RGB has made its way into everything these days: fans, cases, PSUs, motherboards, GPUs, RAM, and even internal M.2 and SATA SSDs. Now we can also add portable SSDs to the list. The new SE900G from Adata is a fast portable USB 3.2 Gen 2×2 SSD that is also a real showstopper with its stylish and mesmerizing RGB sheen.
The SE900G also comes with plenty of horsepower under the hood in the form of an M.2 SSD very similar to the company’s controversial XPG SX8200 Pro NVMe SSD† Like the SX8200 Pro, Adata says the components in this SSD may change with newer revisions. Adata guarantees that the drive will meet performance and durability specifications, regardless of the internal components chosen.
Coupled with a fast USB 20Gbps interface, the SE900 flies past its 10Gbps competition and comes with a reasonable price, making it a great value for those looking for a flashy portable SSD.
|Product||SE900G 500GB||SE900G 1TB||SE900G 2TB|
|Capacity (User / Raw)||512GB / 512GB||1024GB / 1024GB||2048GB / 2048GB|
|Interface / Protocol||USB-C / USB 3.2 Gen 2×2||USB-C / USB 3.2 Gen 2×2||USB-C / USB 3.2 Gen 2×2|
|Including||USB Type-C & USB Type-C to USB Type-A||USB Type-C & USB Type-C to USB Type-A||USB Type-C & USB Type-C to USB Type-A|
|Interface controller:||ASMedia ASM2364||ASMedia ASM2364||ASMedia ASM2364|
|Storage media||Micron 96L TLC||Micron 96L TLC||Micron 96L TLC|
|Dimensions (L x W x H)||110.8 x 66 x 16.5mm||110.8 x 66 x 16.5mm||110.8 x 66 x 16.5mm|
|Guarantee||3 years||3 years||3 years|
Adata’s SE900G is available in three capacities of 500 GB, 1 TB and 2 TB at a reasonable price, taking into account sequential performance ratings of up to 2,000 MBps of read/write throughput.
Our 2TB copy has the lowest price per GB of the lineup. At $0.14 per gigabyte, it undercuts many USB 20Gbps SSDs on the market and even USB 10Gbps SSDs like SanDisk’s Extreme v2. Unfortunately, Adata only backs the SE900G with a basic three-year warranty rather than the five-year warranty we typically see with most enthusiast storage.
The SE900G also doesn’t have an Ingress Protection rating like our best external SSDs, nor does it come with AES 256-bit hardware encryption support to keep your data safe. However, the SE900G comes standard with support for SMART data reporting, UASP and Trim.
The SE900G comes with two USB cables: an 11.5-inch USB Type-C cable for newer systems and another USB Type-C to Type-A for backwards compatibility.
A closer look
The SE900G is a decent size at 110.8 x 66 x 16.5mm and has some weight too. At 160 grams, the SE900G weighs two to three times more than many competing 5Gbps and 10Gbps portable SSDs. However, most of those drives also don’t run as fast as the SE900G and so don’t need such a robust thermal consideration. Adata’s SE900G features a large, heatsink-style vented rear for ample thermal dissipation under heavy use and some protection from the insides against drops.
A black and clear plastic panel covers the top of the SSD, allowing the RGB lights to show through. The RGB lighting doubles as a power indicator and there is also an indicator light next to the USB Type-C port.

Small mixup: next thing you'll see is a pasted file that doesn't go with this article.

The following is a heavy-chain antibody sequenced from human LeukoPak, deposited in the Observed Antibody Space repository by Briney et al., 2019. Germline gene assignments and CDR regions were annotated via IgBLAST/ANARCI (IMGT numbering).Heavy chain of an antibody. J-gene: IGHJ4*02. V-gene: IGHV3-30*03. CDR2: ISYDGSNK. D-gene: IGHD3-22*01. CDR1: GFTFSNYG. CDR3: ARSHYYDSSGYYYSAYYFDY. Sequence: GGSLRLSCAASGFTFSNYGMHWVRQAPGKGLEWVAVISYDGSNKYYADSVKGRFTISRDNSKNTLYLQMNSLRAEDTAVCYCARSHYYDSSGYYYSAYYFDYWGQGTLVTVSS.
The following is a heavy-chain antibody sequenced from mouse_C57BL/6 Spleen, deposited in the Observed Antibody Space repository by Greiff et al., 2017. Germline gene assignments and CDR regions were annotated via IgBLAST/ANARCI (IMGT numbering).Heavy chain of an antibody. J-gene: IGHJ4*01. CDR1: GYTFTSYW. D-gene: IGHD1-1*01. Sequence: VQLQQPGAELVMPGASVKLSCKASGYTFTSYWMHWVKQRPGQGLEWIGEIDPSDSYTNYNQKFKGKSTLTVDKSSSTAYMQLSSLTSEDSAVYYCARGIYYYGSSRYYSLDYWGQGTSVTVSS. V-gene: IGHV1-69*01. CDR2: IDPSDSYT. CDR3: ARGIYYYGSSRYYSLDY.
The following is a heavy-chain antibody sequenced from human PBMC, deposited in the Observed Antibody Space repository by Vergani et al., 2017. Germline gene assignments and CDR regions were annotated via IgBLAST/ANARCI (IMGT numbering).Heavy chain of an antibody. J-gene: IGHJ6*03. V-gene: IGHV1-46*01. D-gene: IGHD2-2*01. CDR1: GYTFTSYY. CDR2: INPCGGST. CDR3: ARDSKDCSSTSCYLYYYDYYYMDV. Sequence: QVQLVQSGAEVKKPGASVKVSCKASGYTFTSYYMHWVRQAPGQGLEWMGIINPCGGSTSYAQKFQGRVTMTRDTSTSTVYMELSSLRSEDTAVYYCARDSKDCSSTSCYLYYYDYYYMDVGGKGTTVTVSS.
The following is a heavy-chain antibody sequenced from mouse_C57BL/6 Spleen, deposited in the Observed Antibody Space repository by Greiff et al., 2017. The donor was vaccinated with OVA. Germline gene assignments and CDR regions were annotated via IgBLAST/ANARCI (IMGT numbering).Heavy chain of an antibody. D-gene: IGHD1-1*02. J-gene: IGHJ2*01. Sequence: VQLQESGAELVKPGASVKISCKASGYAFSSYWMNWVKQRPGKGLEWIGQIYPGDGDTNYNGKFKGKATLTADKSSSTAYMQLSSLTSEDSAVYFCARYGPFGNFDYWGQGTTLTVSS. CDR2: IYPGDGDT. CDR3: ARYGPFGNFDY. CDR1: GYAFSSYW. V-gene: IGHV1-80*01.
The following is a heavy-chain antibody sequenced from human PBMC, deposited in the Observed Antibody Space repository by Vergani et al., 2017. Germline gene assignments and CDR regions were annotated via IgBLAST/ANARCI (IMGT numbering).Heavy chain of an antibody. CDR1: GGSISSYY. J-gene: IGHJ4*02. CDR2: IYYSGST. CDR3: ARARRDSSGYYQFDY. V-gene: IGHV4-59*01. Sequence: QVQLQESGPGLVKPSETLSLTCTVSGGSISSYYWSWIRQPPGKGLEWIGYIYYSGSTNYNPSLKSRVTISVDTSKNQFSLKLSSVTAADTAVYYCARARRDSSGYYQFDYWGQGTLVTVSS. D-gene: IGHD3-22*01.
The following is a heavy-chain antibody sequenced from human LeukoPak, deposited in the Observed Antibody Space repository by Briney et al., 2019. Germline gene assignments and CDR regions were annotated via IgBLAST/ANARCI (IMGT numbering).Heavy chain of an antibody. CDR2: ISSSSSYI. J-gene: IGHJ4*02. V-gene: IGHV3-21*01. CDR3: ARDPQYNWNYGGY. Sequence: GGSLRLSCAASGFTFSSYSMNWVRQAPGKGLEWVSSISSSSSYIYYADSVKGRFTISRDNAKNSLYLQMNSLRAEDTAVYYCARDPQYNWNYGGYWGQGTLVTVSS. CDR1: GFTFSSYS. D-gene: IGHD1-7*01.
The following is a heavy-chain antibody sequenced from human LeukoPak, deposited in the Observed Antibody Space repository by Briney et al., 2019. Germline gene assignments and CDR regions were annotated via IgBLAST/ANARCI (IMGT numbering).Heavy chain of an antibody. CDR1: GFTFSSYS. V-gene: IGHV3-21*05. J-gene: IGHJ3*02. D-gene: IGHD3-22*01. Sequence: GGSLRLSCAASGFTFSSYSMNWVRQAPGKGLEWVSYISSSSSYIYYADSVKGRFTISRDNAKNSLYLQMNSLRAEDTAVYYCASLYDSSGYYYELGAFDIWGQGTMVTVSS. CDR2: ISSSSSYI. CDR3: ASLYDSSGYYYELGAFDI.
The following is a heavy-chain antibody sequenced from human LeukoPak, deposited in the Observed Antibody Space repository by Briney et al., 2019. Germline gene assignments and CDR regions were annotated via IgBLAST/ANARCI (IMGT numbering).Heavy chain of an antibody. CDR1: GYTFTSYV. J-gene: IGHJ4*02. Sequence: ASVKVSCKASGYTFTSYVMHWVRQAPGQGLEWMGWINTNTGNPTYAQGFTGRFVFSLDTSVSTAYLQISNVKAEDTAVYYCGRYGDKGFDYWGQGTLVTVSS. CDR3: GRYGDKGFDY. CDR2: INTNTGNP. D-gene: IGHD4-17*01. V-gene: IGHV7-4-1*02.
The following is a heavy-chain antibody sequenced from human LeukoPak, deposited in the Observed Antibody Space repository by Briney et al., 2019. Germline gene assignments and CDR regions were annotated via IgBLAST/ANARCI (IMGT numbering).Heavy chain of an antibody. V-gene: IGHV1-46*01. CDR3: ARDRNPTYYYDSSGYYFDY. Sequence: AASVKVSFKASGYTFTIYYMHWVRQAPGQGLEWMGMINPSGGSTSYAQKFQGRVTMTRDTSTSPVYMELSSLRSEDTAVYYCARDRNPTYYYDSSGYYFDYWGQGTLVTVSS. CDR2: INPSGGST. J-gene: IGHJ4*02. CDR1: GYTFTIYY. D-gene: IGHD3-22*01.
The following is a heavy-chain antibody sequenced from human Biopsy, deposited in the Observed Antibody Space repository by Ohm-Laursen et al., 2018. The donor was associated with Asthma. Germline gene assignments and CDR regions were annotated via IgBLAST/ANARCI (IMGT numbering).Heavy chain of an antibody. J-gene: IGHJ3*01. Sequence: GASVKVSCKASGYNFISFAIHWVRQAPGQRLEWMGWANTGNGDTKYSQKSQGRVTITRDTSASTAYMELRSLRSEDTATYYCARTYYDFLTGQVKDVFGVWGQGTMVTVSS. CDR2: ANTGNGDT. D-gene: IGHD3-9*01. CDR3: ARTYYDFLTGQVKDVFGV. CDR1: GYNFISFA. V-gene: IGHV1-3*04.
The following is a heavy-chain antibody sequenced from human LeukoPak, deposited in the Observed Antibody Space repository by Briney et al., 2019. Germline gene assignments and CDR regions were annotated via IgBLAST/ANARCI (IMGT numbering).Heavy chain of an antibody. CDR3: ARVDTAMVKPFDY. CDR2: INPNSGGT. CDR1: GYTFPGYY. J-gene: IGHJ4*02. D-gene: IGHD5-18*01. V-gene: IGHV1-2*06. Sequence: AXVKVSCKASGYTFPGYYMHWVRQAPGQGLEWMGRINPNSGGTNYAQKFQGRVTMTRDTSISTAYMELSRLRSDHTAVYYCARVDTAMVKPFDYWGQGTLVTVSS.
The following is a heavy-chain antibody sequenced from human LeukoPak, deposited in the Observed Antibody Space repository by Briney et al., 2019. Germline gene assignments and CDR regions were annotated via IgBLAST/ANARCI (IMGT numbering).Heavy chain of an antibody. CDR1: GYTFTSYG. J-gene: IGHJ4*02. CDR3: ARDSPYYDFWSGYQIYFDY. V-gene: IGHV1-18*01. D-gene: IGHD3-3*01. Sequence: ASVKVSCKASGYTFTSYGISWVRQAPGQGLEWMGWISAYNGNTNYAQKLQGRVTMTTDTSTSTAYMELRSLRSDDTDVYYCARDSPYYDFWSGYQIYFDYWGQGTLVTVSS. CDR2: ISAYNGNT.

A white board with eight LEDs is located under the top panel and provides the light show. Unfortunately you cannot operate the lamps. This PCB also contains the ASMedia ASM2364 USB 3.2 Gen 2×2 to PCIe 3.0 x4 NVMe bridge chip, M.2 slot and supporting circuitry.
The heart of the SSD is a drive very similar to the XPG SX8200 Pro — this variant is powered by Silicon Motion’s highly responsive SM2262EN PCIe 3.0 x4 NVMe 1.3 SSD controller. This controller is a high-end eight-channel, DRAM-based design that uses dual Arm Cortex R5 CPUs clocked at 625MHz. This controller is paired with 2 GB Samsung DDR4 DRAM with a clock speed of 700 MHz.
Our SE900G copy also came with Micron’s 512Gb B27A 96L TLC NAND flash. There are 32 dies distributed over the four NAND packs and interface with the controller at speeds of 650 MTps. Each chip has a quad-plane architecture, which means that the controller can achieve even higher levels of parallelism than dual-plane flash, which equates to faster performance. It even includes tile grouping subheadings for faster and more efficient random reads than competing flash, such as BiCS4.
The tiles are redundant latches grouped together for small I/O (4K), while BiCS4 has other means such as SBL (shielded-bitline) current sensing as opposed to ABL (all bitline) current sensing. Unlike BiCS4, Micron’s 96L TLC uses the CuA (Circutry Under the Array) architecture where the NAND cell arrays are placed on top of the peripheral circuitry (decoders, sense amplifiers, timing circuits, buffers, etc.) to help shrink the die and allow it to use of the company’s unique tile grouping. Additionally, Micron claims that the floating port design also gives it an inherent data retention advantage over competing charging flashes.
It’s worth noting that while these internal components were part of our test example, Adata can change the DRAM, NAND, SSD controller, and/or bridge chip at any point in the production cycle for this drive. That means the components may vary over time. Adata guarantees that the drive will meet performance and durability specifications, regardless of the internal components chosen.
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